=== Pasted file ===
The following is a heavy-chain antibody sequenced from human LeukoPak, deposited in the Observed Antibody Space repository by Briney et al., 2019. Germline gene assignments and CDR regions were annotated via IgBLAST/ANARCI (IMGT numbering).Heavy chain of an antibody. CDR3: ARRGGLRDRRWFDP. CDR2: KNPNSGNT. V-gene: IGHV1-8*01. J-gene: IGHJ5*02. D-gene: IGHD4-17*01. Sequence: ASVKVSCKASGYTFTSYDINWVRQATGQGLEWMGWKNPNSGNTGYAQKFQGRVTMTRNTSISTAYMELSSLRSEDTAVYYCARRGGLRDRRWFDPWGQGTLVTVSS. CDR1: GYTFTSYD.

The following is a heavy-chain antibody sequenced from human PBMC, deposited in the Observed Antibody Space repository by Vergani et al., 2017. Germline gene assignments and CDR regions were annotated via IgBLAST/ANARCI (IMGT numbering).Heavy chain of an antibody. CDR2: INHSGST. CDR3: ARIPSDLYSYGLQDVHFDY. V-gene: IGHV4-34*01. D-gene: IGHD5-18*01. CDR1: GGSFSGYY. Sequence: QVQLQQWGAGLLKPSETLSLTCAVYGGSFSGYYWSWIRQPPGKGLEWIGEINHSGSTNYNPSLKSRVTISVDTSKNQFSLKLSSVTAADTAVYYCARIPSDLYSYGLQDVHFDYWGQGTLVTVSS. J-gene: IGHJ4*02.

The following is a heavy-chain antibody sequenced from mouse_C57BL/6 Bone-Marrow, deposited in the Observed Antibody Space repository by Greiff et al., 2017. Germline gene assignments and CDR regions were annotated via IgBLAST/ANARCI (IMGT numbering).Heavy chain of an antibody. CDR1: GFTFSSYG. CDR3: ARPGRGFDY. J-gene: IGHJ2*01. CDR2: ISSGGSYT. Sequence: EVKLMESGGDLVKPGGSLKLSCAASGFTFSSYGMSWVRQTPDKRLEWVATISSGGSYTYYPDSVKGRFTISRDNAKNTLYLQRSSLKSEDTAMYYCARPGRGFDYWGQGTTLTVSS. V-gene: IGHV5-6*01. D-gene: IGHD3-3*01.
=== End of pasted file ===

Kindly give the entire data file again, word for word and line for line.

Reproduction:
The following is a heavy-chain antibody sequenced from human LeukoPak, deposited in the Observed Antibody Space repository by Briney et al., 2019. Germline gene assignments and CDR regions were annotated via IgBLAST/ANARCI (IMGT numbering).Heavy chain of an antibody. CDR3: ARRGGLRDRRWFDP. CDR2: KNPNSGNT. V-gene: IGHV1-8*01. J-gene: IGHJ5*02. D-gene: IGHD4-17*01. Sequence: ASVKVSCKASGYTFTSYDINWVRQATGQGLEWMGWKNPNSGNTGYAQKFQGRVTMTRNTSISTAYMELSSLRSEDTAVYYCARRGGLRDRRWFDPWGQGTLVTVSS. CDR1: GYTFTSYD.

The following is a heavy-chain antibody sequenced from human PBMC, deposited in the Observed Antibody Space repository by Vergani et al., 2017. Germline gene assignments and CDR regions were annotated via IgBLAST/ANARCI (IMGT numbering).Heavy chain of an antibody. CDR2: INHSGST. CDR3: ARIPSDLYSYGLQDVHFDY. V-gene: IGHV4-34*01. D-gene: IGHD5-18*01. CDR1: GGSFSGYY. Sequence: QVQLQQWGAGLLKPSETLSLTCAVYGGSFSGYYWSWIRQPPGKGLEWIGEINHSGSTNYNPSLKSRVTISVDTSKNQFSLKLSSVTAADTAVYYCARIPSDLYSYGLQDVHFDYWGQGTLVTVSS. J-gene: IGHJ4*02.

The following is a heavy-chain antibody sequenced from mouse_C57BL/6 Bone-Marrow, deposited in the Observed Antibody Space repository by Greiff et al., 2017. Germline gene assignments and CDR regions were annotated via IgBLAST/ANARCI (IMGT numbering).Heavy chain of an antibody. CDR1: GFTFSSYG. CDR3: ARPGRGFDY. J-gene: IGHJ2*01. CDR2: ISSGGSYT. Sequence: EVKLMESGGDLVKPGGSLKLSCAASGFTFSSYGMSWVRQTPDKRLEWVATISSGGSYTYYPDSVKGRFTISRDNAKNTLYLQRSSLKSEDTAMYYCARPGRGFDYWGQGTTLTVSS. V-gene: IGHV5-6*01. D-gene: IGHD3-3*01.